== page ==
Heading north on the road to the Golden Triangle and the Burmese border crossing wasn’t as busy as I’d thought, and after about half an hour the city gave way to rice paddy’s, and shortly after that misty jungle and muddy swollen rivers. The bus struggled up the hills and laboured around the corners but the driver just persevered, grinding the gears occasionally and slamming on the brakes if a motorbike zoomed unexpectedly past.  What a great way to see the world go by.

So we passed through a busy police checkpoint as we got closer to Chiang Dao – wise to carry your passport with you in his part of the world as they will ask for it at  checkpoints. This time we were waved straight through.

Dropped off outside the 7/11 store, it was only a short walk to Makhampom – about a mile or so. The afternoon sky was brilliant but brooding and you could feel the weather building up to something, it became a physical thing and the air pressure seemed to rise and fall as we walked along the canals.

Wandering past flooded fields, over the small bridge and past the art installations rising from the water, the Centre was unexpected in this very rural landscape, but very welcoming as well. Arriving just in time for lunch but too late for the first performance, I met Richards lovely wife J, and some of the team that run the program. Wonderfully warm people dedicated to their arts. There was some time to wander around and meet people before the second and final performance of the course.

Now for the coincidence I mentioned :

I knew one of the actors there. Jess. She’s from CSU Bathurst ( close to Dubbo where I notionally live).

I casually said “Hey Jess” as she wandered past at lunch – she just looked at me, blinking, recognition dawning, mind blown as was mine. “Whaaaat are you doing here…” And so on. A quick catch up and it was back to work.

This looked like so much fun.

I’ve dabbled in writing for the stage and have been involved in local theatre and film for several years – I love it and seem to be ok at it I guess.

Last year the Bathurst region hosted a Short Play Festival based on the successful Short and Sweet model ( series of 10 minute plays, local actors, local directors, professionally produced).

Jess was a part of the cast from another play that had ran and we knew each other from there.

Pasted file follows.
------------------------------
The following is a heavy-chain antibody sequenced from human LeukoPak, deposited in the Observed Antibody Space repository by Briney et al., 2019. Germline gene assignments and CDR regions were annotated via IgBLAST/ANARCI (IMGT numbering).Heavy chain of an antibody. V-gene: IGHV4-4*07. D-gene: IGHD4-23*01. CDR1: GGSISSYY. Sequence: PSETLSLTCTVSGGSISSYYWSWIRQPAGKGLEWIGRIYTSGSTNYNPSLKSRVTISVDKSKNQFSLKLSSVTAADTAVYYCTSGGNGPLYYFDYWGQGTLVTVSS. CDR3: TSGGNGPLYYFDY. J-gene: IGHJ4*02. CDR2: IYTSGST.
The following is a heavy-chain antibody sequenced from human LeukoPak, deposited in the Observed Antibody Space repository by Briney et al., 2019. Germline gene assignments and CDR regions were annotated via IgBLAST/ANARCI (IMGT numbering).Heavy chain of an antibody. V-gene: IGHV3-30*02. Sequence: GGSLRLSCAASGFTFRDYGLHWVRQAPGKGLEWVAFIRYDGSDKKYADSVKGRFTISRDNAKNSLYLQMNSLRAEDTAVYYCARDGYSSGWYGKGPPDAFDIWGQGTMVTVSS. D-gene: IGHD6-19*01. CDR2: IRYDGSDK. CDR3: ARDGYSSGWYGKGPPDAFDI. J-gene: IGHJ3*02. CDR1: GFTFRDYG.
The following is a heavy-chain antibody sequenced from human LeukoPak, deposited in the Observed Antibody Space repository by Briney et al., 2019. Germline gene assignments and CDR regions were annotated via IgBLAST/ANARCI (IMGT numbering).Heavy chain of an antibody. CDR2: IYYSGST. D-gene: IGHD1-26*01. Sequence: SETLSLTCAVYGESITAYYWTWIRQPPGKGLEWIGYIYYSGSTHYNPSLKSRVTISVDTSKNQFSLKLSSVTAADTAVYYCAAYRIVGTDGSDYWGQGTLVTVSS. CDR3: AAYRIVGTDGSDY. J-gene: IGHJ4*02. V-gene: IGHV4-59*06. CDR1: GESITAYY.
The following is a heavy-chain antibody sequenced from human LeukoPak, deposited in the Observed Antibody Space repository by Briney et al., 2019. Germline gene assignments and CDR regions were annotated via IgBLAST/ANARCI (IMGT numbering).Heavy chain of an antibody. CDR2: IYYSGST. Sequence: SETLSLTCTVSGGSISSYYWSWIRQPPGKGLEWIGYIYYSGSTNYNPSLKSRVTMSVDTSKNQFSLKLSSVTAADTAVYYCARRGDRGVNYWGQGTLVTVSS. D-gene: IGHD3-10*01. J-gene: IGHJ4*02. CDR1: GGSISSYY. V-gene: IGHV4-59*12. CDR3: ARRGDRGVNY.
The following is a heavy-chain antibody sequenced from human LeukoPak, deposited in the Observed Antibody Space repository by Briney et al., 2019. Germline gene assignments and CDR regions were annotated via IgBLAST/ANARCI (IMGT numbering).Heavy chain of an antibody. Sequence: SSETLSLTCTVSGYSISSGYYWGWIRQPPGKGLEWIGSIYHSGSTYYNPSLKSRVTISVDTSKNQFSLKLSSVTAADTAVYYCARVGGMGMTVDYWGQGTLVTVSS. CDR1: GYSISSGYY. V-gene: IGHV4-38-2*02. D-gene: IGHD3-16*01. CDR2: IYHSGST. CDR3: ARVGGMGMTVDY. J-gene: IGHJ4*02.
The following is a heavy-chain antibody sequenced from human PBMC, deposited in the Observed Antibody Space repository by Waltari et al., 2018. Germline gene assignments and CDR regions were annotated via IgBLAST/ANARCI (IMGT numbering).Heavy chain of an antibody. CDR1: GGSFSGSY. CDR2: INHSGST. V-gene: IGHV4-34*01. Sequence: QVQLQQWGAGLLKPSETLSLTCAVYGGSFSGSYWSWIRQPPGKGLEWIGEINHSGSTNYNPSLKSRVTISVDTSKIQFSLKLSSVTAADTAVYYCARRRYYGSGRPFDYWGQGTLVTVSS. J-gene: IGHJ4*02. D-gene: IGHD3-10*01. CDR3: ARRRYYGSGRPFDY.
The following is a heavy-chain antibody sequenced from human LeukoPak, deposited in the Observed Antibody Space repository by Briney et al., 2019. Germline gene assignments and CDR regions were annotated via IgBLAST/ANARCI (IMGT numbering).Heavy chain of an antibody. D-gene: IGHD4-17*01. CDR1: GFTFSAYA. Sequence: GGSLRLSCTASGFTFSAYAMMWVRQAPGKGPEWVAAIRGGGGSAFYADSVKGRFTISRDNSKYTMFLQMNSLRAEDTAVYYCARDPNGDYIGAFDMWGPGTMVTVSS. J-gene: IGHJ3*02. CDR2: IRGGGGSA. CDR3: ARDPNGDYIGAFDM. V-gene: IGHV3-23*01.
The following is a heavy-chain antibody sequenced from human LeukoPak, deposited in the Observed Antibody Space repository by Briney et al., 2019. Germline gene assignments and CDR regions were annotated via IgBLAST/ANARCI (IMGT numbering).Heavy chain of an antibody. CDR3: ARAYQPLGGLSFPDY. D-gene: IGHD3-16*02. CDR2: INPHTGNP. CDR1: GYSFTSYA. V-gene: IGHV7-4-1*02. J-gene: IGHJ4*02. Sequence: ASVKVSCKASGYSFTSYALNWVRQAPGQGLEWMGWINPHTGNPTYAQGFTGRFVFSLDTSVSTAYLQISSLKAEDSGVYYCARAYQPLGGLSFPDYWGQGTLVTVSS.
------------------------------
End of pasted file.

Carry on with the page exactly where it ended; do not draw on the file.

Shameless boast –  I’d had one of my plays selected for the original run, and then for a Regional Showcase “best of…” Series that toured the Western Region of NSW.

I even got paid for it!

Anyway…I digress.

So that afternoon I got to watch the young actors work (a translator providing the necessary Thai/English crosstranslation as the local Thai actors had little english)  and participate in some of the work shopping and exercises. It was so much fun and strangely comforting to see and hear people from home.

And then after what seemed like only minutes it was almost time to catch the bus home.

BUT just enough time to borrow a motorbike, zoom up to the cave temple and spend an oh so short half hour in quiet walking meditation and contemplation, with quotes nailed to trees along the path to get the busy mind on the right path quickly.

The Wat Tham cave temple here is special and I’ve never seen anything quite like it. Perched high on the side of the mountain, it doesn’t look real and seems to peek shyly through the grey clouds that scud past it at high speed . The main chamber is carved into the very side of the mountain, a natural cave where you can worship and meditate in complete silence. Steep steps lead you up a winding path through the rainforest to the base of the temple complex . Large colorful butterflies surround you and alight curiously on your bare skin. It is completely silent save for the gentle footpads of orange robed monks going about their daily chores.

A place that moves you to silence by its sheer beauty .


But it was time to catch the last bus. So it was with some regret that we left and caught the overcrowded bus back to Chiang Mai. I didn’t talk much on the bus ride back. I was caught in my own mind and before i knew it Chiang Mai was there.

Leaving the rainforests and all the energy it provides was harder than I thought.

I really missed my Washington and Oregon wildernesses for the same reason.  They reach deep inside you, take root and like the sunshine, recharge the soul. The trouble is once they are in you they never let go.  These roots bind to your bones and embed themselves deep into your heart and mind.  I need these forests and my sunshine to exist now and I will return to them soon

Being back in the city has reignited my wanderlust in a big way. I’m really restless, not sleeping at all and not terribly happy to be sitting still. I have no interest in elephant tours, cooking schools or zip lining here. I need more.

Something I will work on, my restless mind, but it is almost time to move on from here I think.

That’ll do for today – typing on an iPhone still sucks. 8 days til my laptops fixed and then I can go.

Happy 4th of July for my USA friends 🙂

Gpu blues

My MacBook Air is no more. 

It is bereft of life, etc etc.

I am devastated slightly and missing it’s silky comforting touch under my fingertips. Last night its magical GPU failed, sending my display into a decipherable test pattern of rainbow colours and kernel panicking my OS to death. 

The Apple online support guys were excellent and I was hopeful right up to when I told them where I was . Ah. Chiang Mai.  Ok. 

The local Apple repairer was set up in a slick minimalist shop in a slick over the top Mall IT centre so again I was hopeful . The tech even spoke some English . Perfect . 

Diagnosis = DOA at Apple Repair Centre Chiang Mai . Main board . At least 2 weeks repair. Parts from Singapore.

Dear God no. 2 weeks? There goes photo and video editing, Netflix and my movies. 

How am I going to fit in with the cool coffee shop crowd? 

Dang. ( thats my go to curse word now) 

Leaving my shiny aluminium baby with a complete stranger felt like dropping my daughter off at her first day of daycare. 

Strange how we get attached to these tech things.